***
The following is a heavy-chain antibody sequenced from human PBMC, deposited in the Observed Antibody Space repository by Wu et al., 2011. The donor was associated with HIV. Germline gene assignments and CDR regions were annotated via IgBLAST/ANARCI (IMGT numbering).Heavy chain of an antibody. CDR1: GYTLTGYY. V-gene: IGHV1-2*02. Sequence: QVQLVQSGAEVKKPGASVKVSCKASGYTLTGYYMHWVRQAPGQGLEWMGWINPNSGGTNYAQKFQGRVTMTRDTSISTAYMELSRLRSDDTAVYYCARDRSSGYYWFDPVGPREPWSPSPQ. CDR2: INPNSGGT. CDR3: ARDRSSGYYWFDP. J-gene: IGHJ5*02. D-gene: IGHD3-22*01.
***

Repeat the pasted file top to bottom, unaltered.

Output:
The following is a heavy-chain antibody sequenced from human PBMC, deposited in the Observed Antibody Space repository by Wu et al., 2011. The donor was associated with HIV. Germline gene assignments and CDR regions were annotated via IgBLAST/ANARCI (IMGT numbering).Heavy chain of an antibody. CDR1: GYTLTGYY. V-gene: IGHV1-2*02. Sequence: QVQLVQSGAEVKKPGASVKVSCKASGYTLTGYYMHWVRQAPGQGLEWMGWINPNSGGTNYAQKFQGRVTMTRDTSISTAYMELSRLRSDDTAVYYCARDRSSGYYWFDPVGPREPWSPSPQ. CDR2: INPNSGGT. CDR3: ARDRSSGYYWFDP. J-gene: IGHJ5*02. D-gene: IGHD3-22*01.